Culture

From Goalkeeper to Insurgent: 'Return to Homs' Risks All on Syria’s Frontline

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Abdul Basset Al-Sarout rests in a bombed out apartment building in shattered Homs, Syria. Talal Derki/Return to Homs

How does one of the Middle East’s best-known soccer stars, the self-professed second-best goalkeeper in Asia, become a leader in the Syrian revolution? Return to Homs, a new film by Damascus-born director Talal Derki, follows his journey and Syria’s descent into civil war.

Football player Abdul Baset Al-Saroot, who was 19 when filming began, became an activist in the Syrian uprising in 2011, when his popularity and fame drew large crowds to chant anti-government songs with him in the streets of Homs. The destruction and siege of the city in western Syria and Saroot’s subsequent attempt to return are the focus of Derki’s film, which takes an unflinching look the unraveling of society in Syria, including daily indiscriminate killings and the decimation of entire neighborhoods.  

Filming a documentary during a media blackout in the city where journalists Marie Colvin and Remi Ochlik were killed, and where filmmakers were routinely labeled terrorists, was an enormous risk, said Derki. When Derki fled to Berlin, Orwa Nyrabia, the Syrian filmmaker who produced Return to Homs, was arrested at Damascus airport and detained in an underground prison for three weeks, accused of making a film with a terrorist. He was released amid international pressure from prominent filmmakers including Martin Scorsese and Robert De Niro.

“I had this film in Homs and nobody knew my real name,” said Derki, who was based in Damascus, Syria until the end of August 2012. Return to Homs was filmed between August 2011 and April 2013 and won the World Cinema Grand Jury Prize for Documentary at the 2014 Sundance Film Festival. 

Derki and his wife eventually moved to Berlin, where many of his friends from Syria now live. His son, now 2 years old, was born later. Derki’s wife was the only member of his family, many of whom left Syria for Turkey, who knew that he was making the film.

Even Saroot, who is seen morphing from an optimistic young leader into an exhausted, frantic commander of 200 men, didn’t know Derki’s real name, although he does now. The film was edited in Derki’s small flat in Damascus, which was situated right above a street checkpoint, he said.  

“It was a lot of risk. When you look at it right now, it looks like suicide. But this is why it’s called revolution,” he said.

There is no respite in Homs, once considered the capital of the revolution. Doctors catch what sleep they can at makeshift medical clinics before the next victim of gunshots or shelling is carried in by groups of men and crying fathers. Children die from random sniper attacks. To travel undetected in Homs, the camera follows Saroot’s fellow rebels as they make a trail through the holes left in shelled houses, an alternative route through old sofas and living rooms instead of exposed streets.

Six United Nations observers eventually show up, “without any power, any authority,” says Derki. In the film the observers, who stopped in the city for 30 minutes, are essentially useless as residents, full of hope at their arrival, tell them about the daily killings and destruction.

“They’re like tourists,” said Derki of the observers, one of whom we see snapping photos in his blue helmet.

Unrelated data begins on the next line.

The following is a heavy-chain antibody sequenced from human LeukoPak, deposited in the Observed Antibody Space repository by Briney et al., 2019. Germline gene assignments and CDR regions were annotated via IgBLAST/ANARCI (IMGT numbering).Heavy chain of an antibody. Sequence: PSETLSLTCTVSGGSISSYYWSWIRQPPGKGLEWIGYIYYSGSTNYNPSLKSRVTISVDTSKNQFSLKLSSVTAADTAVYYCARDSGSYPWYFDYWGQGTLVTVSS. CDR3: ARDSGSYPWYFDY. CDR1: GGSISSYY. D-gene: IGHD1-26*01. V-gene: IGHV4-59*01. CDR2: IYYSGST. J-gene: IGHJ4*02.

17000702461_178cac5cef_o Basset leads protesters in song before the seige in Homs, Syria. Talal Derki/Return to Homs

Saroot, who played for Syria’s national soccer team until 2011, has seen the film many times and it was shown in Homs in April 2014. The siege of Homs ended in May 2014. Derki sent Saroot and his group a link to the film for the screening.

“He asked every five minutes to stop the film so he could explain background stories,” said Derki.

Return to Homs also follows Saroot’s friend Ossama, 24, a pacifist activist and videographer who was captured by authorities during filming. His whereabouts are still unknown and Derki is afraid of what might have happened to him.

“[Saroot] was a popular face. Everyone wanted to interview him. A lot of journalists, media people, wanted to ask him about the revolution and what’s happening in Homs as an activist,” said Derki. While everyone else covered their faces, Saroot wasn’t afraid to attend demonstrations using his real name.

Saroot’s journey is painful to watch. At the outset of the uprising, Saroot is optimistic and determined. After months of fighting and several injuries, he is ready to give up and says he wants to die. Derki says that despite being an inspirational figure to the men pulled into his orbit to fight, Saroot felt a great weight and responsibility for those around him, many of whom we see shot dead on camera. Derki lost two uncles, his father and numerous friends in the war.

“What happened to him is reflecting what happened to all this generation, that they are alone,” said Derki. “Nobody wins a war when you lose your best friends who you’re side by side with, fighting for what’s right.”

16379195884_bf24c4247e_o A shell explosion blasts smoke and dust above the Homs skyline in Homs, Syria. Talal Derki/Return to Homs

As far as Derki knows, Saroot is in an area to the north and east of Homs surrounded by Islamic State militants, a foe that didn’t even exist when Derki was filming. Derki is worried about him and hears from him rarely.

Derki’s next project will focus on the new generation of Syrian children growing up in the shadow of war. Like Return to Homs, it will be funded in part by the International Documentary Film Festival Amsterdam (IDFA).

Return to Homs will make its U.S. national broadcast debut on PBS’s POV series this summer. On Wednesday, Derki received the first-ever George Polk Documentary Film Award for the film. 

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